On the Friday before election day, I returned to my favorite place to vote, the Oklahoma County Election Board headquarters on Lincoln Boulevard. It conjured memories of standing in a long line with an ebullient crowd in 2008 to vote for Barack Obama. I was certain that the world was about to change, and that we would become a better country. Today I learned that a survey revealed that 88 percent of Americans fear political violence during this election and in the days that follow. Political violence? Are we talking about Venezuela? Brazil? Belarus? What happens if close election results are not accepted by election deniers? What if American democracy grinds to a halt under the weight of conspiracy theories spread by those with no regard for the truth? What if half of us won’t agree to lose?
I remember John McCain’s gracious concession speech to President-elect Obama, even when some of his followers booed the idea of wishing him well. Repeatedly he stopped them, as if to say, No. This is not what we do. This is not who we are. Mr. Obama is our president now, and America’s strength and genius can only endure through the peaceful transfer of power. McCain let it be known that it was an historic election and that he was aware of how much it must mean to African Americans so long denied a seat at the table. Now all of us must do everything we can, he said, to make our new president, and America, successful.
Go to YouTube and watch that speech. It’s just a few minutes long. It will remind you what virtue looks like. Remember virtue? Remember grace?
On the day I voted, the atmosphere was different, with more police officers and more poll workers who looked nervous but resolute. They greeted everyone warmly, instructed us on how to retrieve our ballots, and then thanked each one of us as we left. I picked up my favorite accessory of all time, the “I VOTED” sticker, and wore it for days. It would be hard to overstate the debt we owe to those who work at the polls. Many are volunteers, many are elderly and, unfortunately, many have left their jobs over concern for their own safety.
When a tornado tore through Idabel that same day and destroyed Trinity Baptist Church, the only polling place, it was moved by emergency decree to the Calvary Missionary Baptist Church across town because, well, this is America. The poll workers in Idabel packed up and moved their voter rolls, ballots, pencils and, of course, those iconic stickers as if there was nothing to it. Idabel took a direct hit. Democracy did not.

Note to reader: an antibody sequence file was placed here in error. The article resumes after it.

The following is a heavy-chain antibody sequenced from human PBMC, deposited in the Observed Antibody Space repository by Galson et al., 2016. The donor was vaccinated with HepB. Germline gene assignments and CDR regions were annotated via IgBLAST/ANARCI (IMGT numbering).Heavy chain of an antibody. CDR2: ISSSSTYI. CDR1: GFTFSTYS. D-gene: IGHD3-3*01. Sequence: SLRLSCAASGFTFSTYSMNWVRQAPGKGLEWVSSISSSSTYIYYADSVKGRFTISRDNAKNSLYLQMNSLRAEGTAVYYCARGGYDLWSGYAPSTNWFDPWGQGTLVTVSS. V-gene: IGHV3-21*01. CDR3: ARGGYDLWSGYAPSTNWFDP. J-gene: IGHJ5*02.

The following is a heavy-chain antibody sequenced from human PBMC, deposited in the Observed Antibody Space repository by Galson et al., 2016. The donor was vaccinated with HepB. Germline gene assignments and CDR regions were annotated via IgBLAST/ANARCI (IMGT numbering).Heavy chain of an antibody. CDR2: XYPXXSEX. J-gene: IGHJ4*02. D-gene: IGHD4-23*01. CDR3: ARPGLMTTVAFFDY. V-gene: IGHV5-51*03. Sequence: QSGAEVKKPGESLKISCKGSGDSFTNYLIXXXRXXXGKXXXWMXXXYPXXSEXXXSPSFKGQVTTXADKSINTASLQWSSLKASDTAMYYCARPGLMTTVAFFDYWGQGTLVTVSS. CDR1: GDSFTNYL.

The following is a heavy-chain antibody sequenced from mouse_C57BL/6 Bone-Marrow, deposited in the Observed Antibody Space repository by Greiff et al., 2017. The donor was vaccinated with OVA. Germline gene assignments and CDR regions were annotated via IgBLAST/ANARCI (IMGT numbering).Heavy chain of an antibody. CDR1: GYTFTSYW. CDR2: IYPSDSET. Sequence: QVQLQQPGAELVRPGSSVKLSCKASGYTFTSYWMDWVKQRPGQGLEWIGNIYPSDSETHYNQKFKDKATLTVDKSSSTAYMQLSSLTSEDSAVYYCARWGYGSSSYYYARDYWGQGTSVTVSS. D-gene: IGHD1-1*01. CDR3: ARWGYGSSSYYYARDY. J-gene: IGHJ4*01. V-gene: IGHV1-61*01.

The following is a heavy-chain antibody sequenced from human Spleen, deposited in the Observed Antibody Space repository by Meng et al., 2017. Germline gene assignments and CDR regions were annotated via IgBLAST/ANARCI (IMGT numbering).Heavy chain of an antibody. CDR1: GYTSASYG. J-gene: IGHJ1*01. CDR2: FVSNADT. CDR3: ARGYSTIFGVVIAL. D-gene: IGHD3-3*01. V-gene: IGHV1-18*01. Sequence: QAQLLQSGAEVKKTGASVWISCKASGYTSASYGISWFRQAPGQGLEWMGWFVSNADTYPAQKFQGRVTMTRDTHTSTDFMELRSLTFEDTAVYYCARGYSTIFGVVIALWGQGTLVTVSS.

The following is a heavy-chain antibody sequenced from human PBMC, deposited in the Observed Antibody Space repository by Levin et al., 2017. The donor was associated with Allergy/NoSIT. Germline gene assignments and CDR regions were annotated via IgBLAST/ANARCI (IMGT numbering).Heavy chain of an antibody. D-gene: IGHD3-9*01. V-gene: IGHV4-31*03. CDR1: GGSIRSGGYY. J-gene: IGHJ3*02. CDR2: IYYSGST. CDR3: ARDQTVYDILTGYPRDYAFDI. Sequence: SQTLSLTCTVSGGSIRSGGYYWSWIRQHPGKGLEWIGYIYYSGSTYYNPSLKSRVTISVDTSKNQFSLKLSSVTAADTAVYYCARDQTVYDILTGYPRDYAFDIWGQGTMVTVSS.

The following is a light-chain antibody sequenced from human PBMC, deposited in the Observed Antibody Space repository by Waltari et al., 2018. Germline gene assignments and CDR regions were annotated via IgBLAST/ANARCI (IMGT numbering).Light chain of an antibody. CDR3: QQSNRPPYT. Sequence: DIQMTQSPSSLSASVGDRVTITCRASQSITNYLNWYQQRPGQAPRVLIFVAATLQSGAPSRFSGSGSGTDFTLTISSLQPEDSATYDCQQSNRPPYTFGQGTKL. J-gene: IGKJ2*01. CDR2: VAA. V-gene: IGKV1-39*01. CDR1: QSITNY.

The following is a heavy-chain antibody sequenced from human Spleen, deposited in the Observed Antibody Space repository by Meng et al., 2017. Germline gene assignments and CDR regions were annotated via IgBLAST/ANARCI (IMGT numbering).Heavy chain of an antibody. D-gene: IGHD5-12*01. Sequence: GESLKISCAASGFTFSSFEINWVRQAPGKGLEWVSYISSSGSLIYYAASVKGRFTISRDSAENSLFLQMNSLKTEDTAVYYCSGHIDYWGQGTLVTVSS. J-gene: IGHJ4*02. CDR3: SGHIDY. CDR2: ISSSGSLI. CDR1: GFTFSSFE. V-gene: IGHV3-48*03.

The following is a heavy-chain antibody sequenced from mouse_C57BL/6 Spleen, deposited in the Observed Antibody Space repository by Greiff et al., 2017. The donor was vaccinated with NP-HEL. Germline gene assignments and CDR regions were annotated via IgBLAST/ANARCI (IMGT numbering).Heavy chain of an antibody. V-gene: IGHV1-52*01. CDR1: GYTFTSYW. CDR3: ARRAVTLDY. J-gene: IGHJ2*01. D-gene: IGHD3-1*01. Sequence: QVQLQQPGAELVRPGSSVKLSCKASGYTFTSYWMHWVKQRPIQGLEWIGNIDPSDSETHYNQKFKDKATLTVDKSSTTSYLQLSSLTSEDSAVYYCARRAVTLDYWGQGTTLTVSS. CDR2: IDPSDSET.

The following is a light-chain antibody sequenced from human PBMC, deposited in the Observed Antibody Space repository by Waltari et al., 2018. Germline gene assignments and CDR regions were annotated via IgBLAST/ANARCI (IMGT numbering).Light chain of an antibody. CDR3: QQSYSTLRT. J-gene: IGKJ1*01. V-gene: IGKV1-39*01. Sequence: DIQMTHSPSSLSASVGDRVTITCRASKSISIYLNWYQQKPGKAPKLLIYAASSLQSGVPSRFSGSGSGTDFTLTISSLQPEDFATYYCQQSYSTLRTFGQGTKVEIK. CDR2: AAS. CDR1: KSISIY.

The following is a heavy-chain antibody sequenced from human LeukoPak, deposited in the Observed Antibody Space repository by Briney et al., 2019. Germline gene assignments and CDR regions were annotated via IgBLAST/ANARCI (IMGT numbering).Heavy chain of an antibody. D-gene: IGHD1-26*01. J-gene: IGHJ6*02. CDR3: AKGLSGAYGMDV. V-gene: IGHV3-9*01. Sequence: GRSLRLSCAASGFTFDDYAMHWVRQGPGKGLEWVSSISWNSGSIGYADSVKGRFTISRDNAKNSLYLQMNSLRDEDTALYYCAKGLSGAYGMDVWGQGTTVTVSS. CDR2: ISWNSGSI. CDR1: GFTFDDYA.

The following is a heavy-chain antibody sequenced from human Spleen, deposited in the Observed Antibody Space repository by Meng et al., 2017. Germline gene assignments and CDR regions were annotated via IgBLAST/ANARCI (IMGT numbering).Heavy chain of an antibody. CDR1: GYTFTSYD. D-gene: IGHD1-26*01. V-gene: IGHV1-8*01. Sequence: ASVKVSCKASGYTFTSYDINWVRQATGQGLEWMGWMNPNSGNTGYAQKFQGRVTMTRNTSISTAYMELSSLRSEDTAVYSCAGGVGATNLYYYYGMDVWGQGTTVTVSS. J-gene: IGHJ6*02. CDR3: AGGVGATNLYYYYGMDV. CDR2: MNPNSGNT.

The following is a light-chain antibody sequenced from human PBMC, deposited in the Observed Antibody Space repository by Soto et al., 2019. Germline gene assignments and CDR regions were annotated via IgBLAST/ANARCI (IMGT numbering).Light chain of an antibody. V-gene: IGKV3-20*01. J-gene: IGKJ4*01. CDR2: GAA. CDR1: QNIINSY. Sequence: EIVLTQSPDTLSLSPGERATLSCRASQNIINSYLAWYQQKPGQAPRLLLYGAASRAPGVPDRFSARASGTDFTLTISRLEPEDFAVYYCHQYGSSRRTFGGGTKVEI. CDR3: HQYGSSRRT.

Standing inside that polling place on Lincoln Boulevard, I looked around the room and studied the faces of my neighbors: young, old, able, disabled, black, white, brown, straight, gay, rich, poor—you name it. Republicans and Democrats voting straight tickets. Independents making their independent choices. People trying to figure out who the judges were and whether they should be retained. Grandmothers smiling as they carefully fed their completed ballots into the scanning machines. There. Done. Now we’ll see if “We the People” can long endure. There. Done. Now I go home back to work or go home, knowing that I have done what I can, where I am, with what I have.
None of this is possible without poll workers. What we should all do when we vote is to thank them, tell them how much we appreciate their service to our country. Put up a parking sign at Lowe’s that says, “RESERVED FOR POLL WORKERS.” Because, across all our differences, we know that nothing is more important than making our voices heard, even if we lose. Perhaps especially when we lose.
Indeed, there was a strange and palpable joy that day as people performed a simple but revolutionary act. As if they knew that it was the one thing that could not be taken away from them, especially from the poor, although we have tried, and we are still trying. Watching people from every walk of life mark a ballot and leave it behind to be counted—trusting those who count it because they have proven again and again to be trustworthy—this is the most powerful political act of all. This is our thunderous retort to the Divine Right of Kings. This is the exclamation mark for women so long denied the right to vote. This is part of Dr. King’s Dream, yet to be fully realized.
This ritual, so easy to take for granted, is all that stands between all of us and a world full of authoritarian egomaniacs. We do not serve them. They serve us. Full stop.
Thank you, thank you, thank you, poll workers. Our deep gratitude goes out to you—the amazing women and men who get up, make the coffee, bring the donuts, patiently explain how to vote, and then stay late to clean up. Because of you, we still have a democracy.
Shame, shame, shame, everlasting shame on those who have made them afraid to report for duty. Our prayer is that you will not destroy what so many have worked so long and hard to build and so many have died to defend. Go ahead, sing it…
My country ‘tis of thee
Sweet land of liberty
Of thee I sing
Land where my fathers died
Land of the pilgrims’ pride
From every mountainside
Let freedom ring
The Rev. Dr. Robin Meyers is pastor of First Congregational Church UCC in Norman and retired senior minister of Mayflower Congregational UCC in Oklahoma City. He is currently Professor of Public Speaking, and Distinguished Professor of Social Justice Emeritus in the Philosophy Department at Oklahoma City University, and the author of eight books on religion and American culture, the most recent of which is, Saving God from Religion: A Minister’s Search for Faith in a Skeptical Age.